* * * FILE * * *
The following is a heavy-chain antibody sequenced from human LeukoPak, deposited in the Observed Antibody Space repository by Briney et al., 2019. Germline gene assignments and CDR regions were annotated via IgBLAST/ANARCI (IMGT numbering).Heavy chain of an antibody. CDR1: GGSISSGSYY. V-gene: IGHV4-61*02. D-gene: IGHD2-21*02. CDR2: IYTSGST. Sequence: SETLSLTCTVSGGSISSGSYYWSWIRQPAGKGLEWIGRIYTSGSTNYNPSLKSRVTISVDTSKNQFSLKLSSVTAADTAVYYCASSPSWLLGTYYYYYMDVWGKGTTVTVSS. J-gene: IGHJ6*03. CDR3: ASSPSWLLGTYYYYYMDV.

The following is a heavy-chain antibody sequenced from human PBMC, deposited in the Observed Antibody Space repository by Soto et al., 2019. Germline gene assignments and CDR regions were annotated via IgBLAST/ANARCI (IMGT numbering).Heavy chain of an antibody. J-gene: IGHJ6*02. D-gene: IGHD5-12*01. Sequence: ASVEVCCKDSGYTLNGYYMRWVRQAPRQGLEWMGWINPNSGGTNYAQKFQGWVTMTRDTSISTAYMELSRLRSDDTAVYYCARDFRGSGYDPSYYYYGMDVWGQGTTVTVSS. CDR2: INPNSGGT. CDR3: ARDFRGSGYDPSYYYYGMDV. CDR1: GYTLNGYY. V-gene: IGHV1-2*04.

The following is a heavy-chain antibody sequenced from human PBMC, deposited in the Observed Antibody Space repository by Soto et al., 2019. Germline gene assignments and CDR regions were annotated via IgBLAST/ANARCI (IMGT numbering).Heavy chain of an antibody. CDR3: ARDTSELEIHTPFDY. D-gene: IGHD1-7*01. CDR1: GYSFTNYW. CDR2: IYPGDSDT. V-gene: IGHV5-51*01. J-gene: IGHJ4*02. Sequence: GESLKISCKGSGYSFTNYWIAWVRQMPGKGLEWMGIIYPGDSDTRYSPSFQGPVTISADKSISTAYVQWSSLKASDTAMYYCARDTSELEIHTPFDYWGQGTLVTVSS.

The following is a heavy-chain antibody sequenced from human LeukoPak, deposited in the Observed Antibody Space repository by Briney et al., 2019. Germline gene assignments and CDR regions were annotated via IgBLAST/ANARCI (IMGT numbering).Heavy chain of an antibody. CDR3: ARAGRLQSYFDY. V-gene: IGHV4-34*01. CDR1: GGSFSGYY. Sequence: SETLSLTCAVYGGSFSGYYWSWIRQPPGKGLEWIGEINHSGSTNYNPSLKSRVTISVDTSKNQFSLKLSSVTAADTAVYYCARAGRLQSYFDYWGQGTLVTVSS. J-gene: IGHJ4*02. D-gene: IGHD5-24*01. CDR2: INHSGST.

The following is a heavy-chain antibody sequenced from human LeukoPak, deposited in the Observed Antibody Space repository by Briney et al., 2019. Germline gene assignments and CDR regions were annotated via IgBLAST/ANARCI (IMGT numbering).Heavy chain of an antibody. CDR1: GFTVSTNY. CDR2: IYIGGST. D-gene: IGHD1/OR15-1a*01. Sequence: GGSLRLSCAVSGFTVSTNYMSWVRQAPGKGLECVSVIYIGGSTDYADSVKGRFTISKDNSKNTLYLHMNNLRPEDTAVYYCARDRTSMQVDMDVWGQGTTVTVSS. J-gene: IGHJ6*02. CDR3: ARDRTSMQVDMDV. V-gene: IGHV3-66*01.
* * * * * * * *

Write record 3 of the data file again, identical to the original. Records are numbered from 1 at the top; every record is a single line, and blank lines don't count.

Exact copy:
The following is a heavy-chain antibody sequenced from human PBMC, deposited in the Observed Antibody Space repository by Soto et al., 2019. Germline gene assignments and CDR regions were annotated via IgBLAST/ANARCI (IMGT numbering).Heavy chain of an antibody. CDR3: ARDTSELEIHTPFDY. D-gene: IGHD1-7*01. CDR1: GYSFTNYW. CDR2: IYPGDSDT. V-gene: IGHV5-51*01. J-gene: IGHJ4*02. Sequence: GESLKISCKGSGYSFTNYWIAWVRQMPGKGLEWMGIIYPGDSDTRYSPSFQGPVTISADKSISTAYVQWSSLKASDTAMYYCARDTSELEIHTPFDYWGQGTLVTVSS.